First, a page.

“Yoga became very popular in the United States and Europe in the early 2000s. Health clubs and corporate retreats began offering it. Trendy television characters such as those in Sex and the City did it. Vacations centered around it were offered in Turkey, Spain, Hawaii, and Peru. Companies marketed sexy “chakra” tank tops, disco yoga and yoga gold classes.” In many Yoga classes and studios, there is nothing left from the original culture.
With this mass commercialization, one has two distinct phenomena on the cultural appropriation: “The first is the sterilization of yoga by removing evidence of its Eastern roots so that it doesn’t ‘offend’ Westerner practitioners. The opposite extreme is the glamorization of Yoga and India through commercialism, such as Om tattoos, T-shirts sporting Hindu deities or Sanskrit scriptures that are often conflated with yoga, or the choosing of Indian names.”
Yoga is for white, healthy, and affluent people
This mass commercialization Yoga leads to its dilution, misconception, and whitewashing. In a globalized Western world with a sedentary lifestyle, stress and depression embody the scourges of our time. The mass commercialization of Yoga presents it as a magical and natural cure. Most of the Yoga courses focus only on the physical postures and call it Yoga. Yoga is misconceptualized and also bastardized. Many new styles of Yoga have appeared: slackline yoga, kickboxing yoga, acqua yoga, nude yoga. Yoga becomes a catch-all and a very profitable activity.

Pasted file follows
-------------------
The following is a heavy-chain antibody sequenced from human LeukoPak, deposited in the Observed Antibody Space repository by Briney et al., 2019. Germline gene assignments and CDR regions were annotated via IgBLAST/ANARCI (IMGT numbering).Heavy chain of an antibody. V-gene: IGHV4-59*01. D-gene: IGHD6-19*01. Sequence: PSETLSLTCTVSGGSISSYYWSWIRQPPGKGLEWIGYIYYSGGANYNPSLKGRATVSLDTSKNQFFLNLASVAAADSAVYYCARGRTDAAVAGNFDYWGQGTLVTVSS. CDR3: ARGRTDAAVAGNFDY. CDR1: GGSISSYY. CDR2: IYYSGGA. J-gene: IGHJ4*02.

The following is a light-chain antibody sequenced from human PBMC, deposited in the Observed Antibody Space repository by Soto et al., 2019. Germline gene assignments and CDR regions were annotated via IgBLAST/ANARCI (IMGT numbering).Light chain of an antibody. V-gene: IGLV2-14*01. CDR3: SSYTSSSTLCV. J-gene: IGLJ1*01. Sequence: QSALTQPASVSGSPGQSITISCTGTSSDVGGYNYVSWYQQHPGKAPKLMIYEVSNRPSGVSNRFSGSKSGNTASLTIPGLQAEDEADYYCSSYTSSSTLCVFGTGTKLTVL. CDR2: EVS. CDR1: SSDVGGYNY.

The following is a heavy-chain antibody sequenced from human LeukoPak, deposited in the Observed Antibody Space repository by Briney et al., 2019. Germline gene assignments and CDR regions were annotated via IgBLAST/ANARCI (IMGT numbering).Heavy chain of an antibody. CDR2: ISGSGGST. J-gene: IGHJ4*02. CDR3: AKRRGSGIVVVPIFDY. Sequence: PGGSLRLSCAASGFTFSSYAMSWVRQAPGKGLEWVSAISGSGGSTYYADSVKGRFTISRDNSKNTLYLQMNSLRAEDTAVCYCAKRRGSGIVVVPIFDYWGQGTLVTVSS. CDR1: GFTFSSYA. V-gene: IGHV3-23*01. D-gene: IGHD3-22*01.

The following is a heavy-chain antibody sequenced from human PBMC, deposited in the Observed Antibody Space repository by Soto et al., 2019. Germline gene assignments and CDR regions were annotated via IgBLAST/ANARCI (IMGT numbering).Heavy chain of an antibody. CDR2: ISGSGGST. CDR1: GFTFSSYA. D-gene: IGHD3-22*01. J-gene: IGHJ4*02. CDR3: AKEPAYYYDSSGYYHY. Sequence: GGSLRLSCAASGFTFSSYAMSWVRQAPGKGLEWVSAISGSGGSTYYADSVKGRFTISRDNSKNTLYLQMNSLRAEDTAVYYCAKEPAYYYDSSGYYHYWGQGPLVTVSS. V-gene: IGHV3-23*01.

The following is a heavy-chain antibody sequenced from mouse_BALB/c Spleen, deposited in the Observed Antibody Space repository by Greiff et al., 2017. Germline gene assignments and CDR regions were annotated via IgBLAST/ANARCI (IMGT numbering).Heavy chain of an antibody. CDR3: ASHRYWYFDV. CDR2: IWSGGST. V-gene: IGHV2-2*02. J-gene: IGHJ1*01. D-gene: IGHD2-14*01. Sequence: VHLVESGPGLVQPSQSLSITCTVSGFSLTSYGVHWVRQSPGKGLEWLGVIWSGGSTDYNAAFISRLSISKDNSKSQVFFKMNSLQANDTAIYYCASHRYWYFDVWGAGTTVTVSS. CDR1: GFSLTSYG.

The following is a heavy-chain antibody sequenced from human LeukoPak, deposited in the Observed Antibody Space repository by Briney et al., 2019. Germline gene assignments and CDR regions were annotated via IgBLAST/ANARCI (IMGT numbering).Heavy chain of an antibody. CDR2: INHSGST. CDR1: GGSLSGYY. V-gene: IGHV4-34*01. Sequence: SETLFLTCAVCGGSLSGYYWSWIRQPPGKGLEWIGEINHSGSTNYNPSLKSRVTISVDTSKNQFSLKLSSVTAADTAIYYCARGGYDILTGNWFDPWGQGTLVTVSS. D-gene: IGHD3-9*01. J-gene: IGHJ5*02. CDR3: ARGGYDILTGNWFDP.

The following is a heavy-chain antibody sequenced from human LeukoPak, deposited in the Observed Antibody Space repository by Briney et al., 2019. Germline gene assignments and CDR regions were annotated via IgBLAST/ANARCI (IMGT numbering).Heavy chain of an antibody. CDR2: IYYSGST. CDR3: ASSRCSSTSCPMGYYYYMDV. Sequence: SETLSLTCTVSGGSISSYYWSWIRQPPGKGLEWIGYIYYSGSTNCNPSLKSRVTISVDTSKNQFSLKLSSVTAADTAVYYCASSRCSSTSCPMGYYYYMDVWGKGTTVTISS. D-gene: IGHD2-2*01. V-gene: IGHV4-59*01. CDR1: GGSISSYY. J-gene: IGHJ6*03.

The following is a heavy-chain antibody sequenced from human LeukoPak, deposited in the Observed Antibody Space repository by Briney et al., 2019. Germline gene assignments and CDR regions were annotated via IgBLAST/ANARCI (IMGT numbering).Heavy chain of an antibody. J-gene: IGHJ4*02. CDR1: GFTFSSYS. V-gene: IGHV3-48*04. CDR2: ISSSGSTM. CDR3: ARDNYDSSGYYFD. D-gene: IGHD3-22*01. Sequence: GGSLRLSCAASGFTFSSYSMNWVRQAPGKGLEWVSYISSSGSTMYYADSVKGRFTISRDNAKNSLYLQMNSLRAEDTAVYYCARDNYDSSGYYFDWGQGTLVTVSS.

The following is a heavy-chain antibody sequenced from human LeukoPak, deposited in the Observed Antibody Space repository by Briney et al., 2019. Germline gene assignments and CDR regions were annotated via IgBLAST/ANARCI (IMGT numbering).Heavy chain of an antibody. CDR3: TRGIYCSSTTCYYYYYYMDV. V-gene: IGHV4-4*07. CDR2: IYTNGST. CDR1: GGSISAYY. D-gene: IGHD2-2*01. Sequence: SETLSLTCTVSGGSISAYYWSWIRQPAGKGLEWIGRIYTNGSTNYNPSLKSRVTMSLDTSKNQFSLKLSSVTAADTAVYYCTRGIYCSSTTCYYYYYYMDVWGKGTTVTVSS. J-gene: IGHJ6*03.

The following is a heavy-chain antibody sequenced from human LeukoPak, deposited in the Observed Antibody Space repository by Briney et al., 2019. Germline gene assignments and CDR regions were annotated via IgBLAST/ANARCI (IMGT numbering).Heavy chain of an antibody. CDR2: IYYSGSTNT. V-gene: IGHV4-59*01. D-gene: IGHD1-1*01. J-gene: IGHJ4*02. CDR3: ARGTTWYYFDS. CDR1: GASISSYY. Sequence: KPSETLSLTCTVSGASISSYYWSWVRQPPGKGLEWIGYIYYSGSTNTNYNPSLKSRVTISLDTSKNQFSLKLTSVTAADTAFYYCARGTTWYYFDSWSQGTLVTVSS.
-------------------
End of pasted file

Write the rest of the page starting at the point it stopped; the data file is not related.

Yoga turned into a non-inclusive activity. It is mostly marked by white, slim, healthy, and affluent people. This image is very entrenched, mainly by media and brands – we can cite, for example, the Lululemon brand, due to its contribution to this imagery of slim, white, and affluent persons. Through this whitewashing of Yoga, many people do not feel comfortable to practice it, as they believe they have to fit the Western beauty standards to practice it, which is very concerning. What do beauty standards have to do with an activity that helps us feel better about ourselves and our environment? Currently,the majority of Yoga spaces in the Western countries are not inclusive not only for students of color, but also for teachers of color.
Yoga teachers of color
Rarely you will see Yoga classes taught by a teacher originally from India or a teacher of color. Yoga is a white-dominant field where people of color are, most of the time, invisible. I met one in Berlin, called Isabela.